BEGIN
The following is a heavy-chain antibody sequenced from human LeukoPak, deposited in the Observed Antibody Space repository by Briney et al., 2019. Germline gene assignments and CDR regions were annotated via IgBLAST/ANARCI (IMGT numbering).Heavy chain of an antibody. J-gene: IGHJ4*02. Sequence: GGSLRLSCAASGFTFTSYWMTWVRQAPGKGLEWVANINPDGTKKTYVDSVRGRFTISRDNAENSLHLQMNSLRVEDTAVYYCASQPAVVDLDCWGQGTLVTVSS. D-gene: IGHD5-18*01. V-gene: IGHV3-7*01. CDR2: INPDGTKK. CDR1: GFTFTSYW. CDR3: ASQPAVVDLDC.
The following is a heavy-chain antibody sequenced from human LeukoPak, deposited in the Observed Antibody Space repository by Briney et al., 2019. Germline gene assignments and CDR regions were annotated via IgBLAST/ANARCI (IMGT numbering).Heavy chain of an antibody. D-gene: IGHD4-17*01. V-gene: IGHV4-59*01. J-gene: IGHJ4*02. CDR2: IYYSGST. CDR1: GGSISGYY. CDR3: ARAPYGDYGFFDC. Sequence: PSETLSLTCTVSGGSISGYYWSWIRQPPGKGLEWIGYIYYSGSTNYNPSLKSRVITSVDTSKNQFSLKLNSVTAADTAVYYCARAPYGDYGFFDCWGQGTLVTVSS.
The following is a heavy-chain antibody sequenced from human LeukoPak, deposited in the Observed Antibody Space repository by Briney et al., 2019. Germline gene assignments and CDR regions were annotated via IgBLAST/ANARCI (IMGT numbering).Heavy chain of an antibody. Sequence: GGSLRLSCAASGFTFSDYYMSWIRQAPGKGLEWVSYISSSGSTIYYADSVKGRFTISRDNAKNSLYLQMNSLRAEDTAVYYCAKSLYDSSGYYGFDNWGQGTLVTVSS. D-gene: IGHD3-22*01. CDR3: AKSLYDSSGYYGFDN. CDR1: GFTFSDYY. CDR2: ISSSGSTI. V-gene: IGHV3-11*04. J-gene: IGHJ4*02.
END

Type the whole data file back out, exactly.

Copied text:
The following is a heavy-chain antibody sequenced from human LeukoPak, deposited in the Observed Antibody Space repository by Briney et al., 2019. Germline gene assignments and CDR regions were annotated via IgBLAST/ANARCI (IMGT numbering).Heavy chain of an antibody. J-gene: IGHJ4*02. Sequence: GGSLRLSCAASGFTFTSYWMTWVRQAPGKGLEWVANINPDGTKKTYVDSVRGRFTISRDNAENSLHLQMNSLRVEDTAVYYCASQPAVVDLDCWGQGTLVTVSS. D-gene: IGHD5-18*01. V-gene: IGHV3-7*01. CDR2: INPDGTKK. CDR1: GFTFTSYW. CDR3: ASQPAVVDLDC.
The following is a heavy-chain antibody sequenced from human LeukoPak, deposited in the Observed Antibody Space repository by Briney et al., 2019. Germline gene assignments and CDR regions were annotated via IgBLAST/ANARCI (IMGT numbering).Heavy chain of an antibody. D-gene: IGHD4-17*01. V-gene: IGHV4-59*01. J-gene: IGHJ4*02. CDR2: IYYSGST. CDR1: GGSISGYY. CDR3: ARAPYGDYGFFDC. Sequence: PSETLSLTCTVSGGSISGYYWSWIRQPPGKGLEWIGYIYYSGSTNYNPSLKSRVITSVDTSKNQFSLKLNSVTAADTAVYYCARAPYGDYGFFDCWGQGTLVTVSS.
The following is a heavy-chain antibody sequenced from human LeukoPak, deposited in the Observed Antibody Space repository by Briney et al., 2019. Germline gene assignments and CDR regions were annotated via IgBLAST/ANARCI (IMGT numbering).Heavy chain of an antibody. Sequence: GGSLRLSCAASGFTFSDYYMSWIRQAPGKGLEWVSYISSSGSTIYYADSVKGRFTISRDNAKNSLYLQMNSLRAEDTAVYYCAKSLYDSSGYYGFDNWGQGTLVTVSS. D-gene: IGHD3-22*01. CDR3: AKSLYDSSGYYGFDN. CDR1: GFTFSDYY. CDR2: ISSSGSTI. V-gene: IGHV3-11*04. J-gene: IGHJ4*02.